New England Patriots head coach Bill Belichick
has broken out the book of clichés and written a
completely new testament. It's been an issue since 2000,
and it's recently snowballed to the citizens of Hockey East,
almost to the degree of high comedy.
Gone are the days of the feelings of self-righteousness,
when athletes were mean, their opponents wore pink skirts
and rivalries called for blood, not brunch. Great starts
– especially those of the unexpected – called
for pats on the back or a nice chip on the shoulder.
"For us," said Northeastern assistant
coach Gene Reilly, whose Huskies are tied for first in Hockey
East, "it's taking a page out of the Patriots' book
with humble pie, and we know exactly where we're at here.
It's pretty easy to keep the kids focused because we haven't
Say it ain't so, Gene.
Humble pie has been a desired dessert around
the Northeast since Pats linebacker Adalius Thomas coined
the term with a box full of T-shirts for his teammates earlier
this season. Now, it's a dish served at Northeastern.
Then, there's Massachusetts coach Don Cahoon,
whose Minutemen are ranked No. 5 in the nation, their highest
mark in school history. But, Cahoon knows trophies aren't
distributed in January.
"It doesn't matter much at all because
it is only about where you finish, not where you start,"
Cahoon said. "In the first week of January, the number
next to your program doesn't count for a whole lot."
Oh, Belichick would be proud. But Jack Parker,
a coach whose existence in Boston predates that of the Pats'
boss – along with the Big Dig, Monster Seats, the
FleetCenter, Hockey East and everyone under 34 years old
– has bought into the trend.
"We can't be looking past anyone,"
Parker said. "The only game we can worry about is the
one that is ahead of us. The only game we can get ready
for is the one that is ahead of us, and the only game that
counts is the one ahead of us."
To be fair, Reilly, Cahoon and Parker are
all correct with their statements. Reilly and Cahoon's squads
haven't proven anything other than the fact that they can
win in October, November and December. And Parker's Terriers
are a hiccup away from finding themselves in danger of missing
the Hockey East playoffs.
There isn't a coach in the league who wants
to look down the road at that.
But where's the flare? The sizzle? The feelings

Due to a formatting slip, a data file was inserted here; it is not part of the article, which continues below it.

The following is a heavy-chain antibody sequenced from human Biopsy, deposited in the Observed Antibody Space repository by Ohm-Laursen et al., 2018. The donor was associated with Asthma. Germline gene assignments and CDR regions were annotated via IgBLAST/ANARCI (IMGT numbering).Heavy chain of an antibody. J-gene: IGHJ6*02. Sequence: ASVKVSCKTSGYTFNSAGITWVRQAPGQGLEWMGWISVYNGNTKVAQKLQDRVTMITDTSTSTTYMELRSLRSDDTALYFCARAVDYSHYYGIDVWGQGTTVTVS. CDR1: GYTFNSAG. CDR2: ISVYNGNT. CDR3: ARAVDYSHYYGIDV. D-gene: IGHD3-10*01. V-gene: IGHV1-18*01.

It's in Lowell, baby. River Hawks head coach
Blaise MacDonald has seen the mountain, and he's singing
all about it. After the difficulties his program endured
in the spring and summer of 2007, MacDonald is proud of
his team for being tied for fourth in the league standings.
"I think I'd be severely challenged to
put that into words how sweet it actually is," MacDonald
said. "To know what we went through last year as a
program, and then losing players, coming into the season
and having some serious health issues for some of our incoming
freshmen, to see us rebound and show the resolve that our
players have this year is amazing to me. It's great. It's
a real compelling story from our standpoint. It's almost
like justice being served."
To borrow a line from the old testament of
the book of clichés, that's one heck of a breath
of fresh air. But Belichick might look at MacDonald as though
he were Eric Mangini. Apparently, "Hoosiers" has
found its sequel.
Either way, Merrimack coach Mark Dennehy has
applied these theories and put them in context. After all,
the Patriots have won three Super Bowls and seem to be driving
toward one more. They're obviously doing something right.
"I'd be a fool not to take a page out
of Bill Belichick's book in an era when we're watching the
best coached team in New England history," Dennehy
said. "So, shame on us if we're not taking it on a
day-to-day basis. That's the way to approach it regardless
of the makeup of your team. It's back to trying to get better
every day. If we do, the rest will take care of itself."
SEEN AND HEARD IN HOCKEY EAST
Another Eagle flies the coop:
Forward Ryan Hayes has left Boston College midway through
his freshman campaign. In six games with the Eagles, the
Syracuse, N.Y., native scored two goals and added one assist.
Hayes signed Thursday with the Ontario Junior
Hockey League's Plymouth Whalers, and is expected to join
the Whalers in time for the team's games this weekend. Hayes's
departure, coupled with defenseman Brett Motherwell's defection
to the American Hockey League and the indefinite suspension